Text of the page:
To extend the shelf life of frozen tamales, manufacturers need to use preservatives including but not limited to the following:
- Sodium propionate
- Potassium sorbate
- Calcium hydroxide
To improve the taste of the tamales, it is possible that some or all of these additives are being used in making the product:
- Modified Corn Starch
- Hydrolyzed Plant Protein
- Hydrolyzed Vegetable Protein
- Hydrogenated Starch Hydrosylate
- Vegetable gum
- Extenders and Binders
Manufacturers put tamales in a vacuum-sealed plastic bag. Some companies sell tamales this way. Other companies put the vacuum-sealed plastic bag inside a box. When you browse the frozen tamales, you will notice that the boxes come in different sizes. The size of the box depends on how many tamales are sold per box. The box provides the consumer with important information like expiration date, ingredients, nutritional information, and instructions on how to prepare the frozen tamales before eating.
The packaging of tamales bought from the restaurant differs. Instead of using vacuum-sealed plastic bags, take-out tamales or tamales to-go is usually wrapped in aluminum foil before putting it in the bag. Other restaurants want to make it more presentable by putting the tamales inside a box.
If you are eating in a more casual / street food setting, expect your tamales in a disposable cardboard tray, cardboard takeout container, or carton food box.
The most important reminder when eating tamales is to make sure you have completely opened the corn husk or banana leaf wrapper and none of it is in the tamales while you are eating. The wrapper adds a distinct smoky flavor but eating it can ruin the taste of the tamales.
Feel free to use just your fingers to pick up and eat your food, especially if you are eating in a casual setting (i.e. food truck). If you are eating in a restaurant, it is better if you use utensils especially if you are expected to observe basic dining decorum and etiquette.
You can refrigerate leftover tamales, whether freshly-made/home-made or frozen/store-bought. This gives you one week to eat it. Any longer than that and you are risking eating tamales that could be spoiled or moldy. If you want to keep them for longer than a week, the best way is to freeze the tamales. Put it inside a ziplock bag or plastic container and put it in the freezer. Frozen tamales will hold for two months.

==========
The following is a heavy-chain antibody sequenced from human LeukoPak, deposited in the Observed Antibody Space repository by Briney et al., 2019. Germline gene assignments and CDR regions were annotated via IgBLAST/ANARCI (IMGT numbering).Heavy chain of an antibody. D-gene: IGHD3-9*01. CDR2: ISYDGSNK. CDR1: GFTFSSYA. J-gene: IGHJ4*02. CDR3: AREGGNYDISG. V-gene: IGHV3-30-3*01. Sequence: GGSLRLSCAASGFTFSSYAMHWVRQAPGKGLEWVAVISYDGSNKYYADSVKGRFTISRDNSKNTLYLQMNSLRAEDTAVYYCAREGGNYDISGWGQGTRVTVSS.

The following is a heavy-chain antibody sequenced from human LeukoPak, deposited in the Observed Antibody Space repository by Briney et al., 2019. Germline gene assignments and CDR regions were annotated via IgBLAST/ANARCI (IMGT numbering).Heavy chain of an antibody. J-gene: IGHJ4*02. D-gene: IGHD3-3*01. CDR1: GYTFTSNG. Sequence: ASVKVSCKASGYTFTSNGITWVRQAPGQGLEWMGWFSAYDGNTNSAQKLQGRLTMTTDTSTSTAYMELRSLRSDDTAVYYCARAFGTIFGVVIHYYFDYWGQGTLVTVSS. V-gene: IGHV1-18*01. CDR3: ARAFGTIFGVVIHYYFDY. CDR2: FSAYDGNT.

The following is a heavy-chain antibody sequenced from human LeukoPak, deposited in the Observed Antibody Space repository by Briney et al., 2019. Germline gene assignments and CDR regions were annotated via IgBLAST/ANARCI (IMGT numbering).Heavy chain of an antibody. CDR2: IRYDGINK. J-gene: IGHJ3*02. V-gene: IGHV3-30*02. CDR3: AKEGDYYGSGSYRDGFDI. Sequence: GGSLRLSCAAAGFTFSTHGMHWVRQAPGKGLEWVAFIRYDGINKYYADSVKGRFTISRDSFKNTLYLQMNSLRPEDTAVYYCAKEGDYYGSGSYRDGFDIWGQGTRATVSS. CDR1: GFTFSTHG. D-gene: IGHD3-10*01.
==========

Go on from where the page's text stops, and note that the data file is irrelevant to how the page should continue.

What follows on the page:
For frozen tamales bought from the grocery store, make sure to check the expiration date so that you’ll know how long you can store this food in the refrigerator or freezer.
Make your own tamales:
There are many reasons why you should make your own tamales. If you have unexpected guests, you have frozen tamales you can quickly steam and offer as a snack to your guests. If you go hungry in the middle of the night or if you discover you’ve run out of cereals in the morning, you have tamales at home to fill your stomach. If you have busy days ahead with little to no time for cooking, you can cook tamales now and reheat when it is time to eat.
This recipe yields 50 tamales.
- 3 1⁄2 lbs pork shoulder or 3 1/2 lbs. pork butt, trimmed of fat and cut up
- 10 cups water
- 1 medium onion, quartered
- 3 garlic cloves, minced
- 3 1⁄2 teaspoons salt
- 4 cups red chili sauce (see Red Chili Sauce (To Be Used With Traditional Tamales) for red chili sauce)
- 3⁄4 cup shortening
- 6 cups masa harina
- 1 1⁄2 teaspoons baking powder
- 50 dried corn husks (about 8 inches long)
Step 1: Boil pork, water, onion, garlic, and 1 1/2 salt.
Step 2: Cover and let simmer for 2 1/2 hours or until the meat is tender.
Step 3: Remove meat from broth. Set meat and broth aside to cool. Once cool enough, strain the broth to remove fat and other impurities.
Step 4: Use forks to shred the meat. Make sure to discard the fat.
Step 5: Mix the red chili sauce and meat in a large saucepan and then simmer for 10 minutes.
Step 6: Make the masa. Beat shortening on medium speed in a large bowl for 1 minute.
Step 7: Stir together masa harina, baking powder, and 2 teaspoons salt in a separate bowl.
Step 8: Alternately add masa harina mixture and broth to shortening. Make sure to add just enough broth to make a thick, creamy paste.
Step 9: Soak corn husks in warm water for 20 minutes and then rinse to remove any corn silk.
Step 10: Assemble the tamales. Spread 2 tablespoons of the masa mixture on the center of the corn husk. Add 1 tablespoon of meat and sauce mixture.
Step 11: Fold the sides of the husk and after that, fold the bottom too.
Step 12: Place a mound of extra husks or a foil ball in the center of a steamer basket placed in a Dutch oven.
Step 13: Lean the tamales in the basket, open side up.
Step 14: Add water to the Dutch oven just below the basket.
Step 15: Bring water to boil and reduce heat.
Step 16: Cover and steam for 40 minutes. Add water when necessary.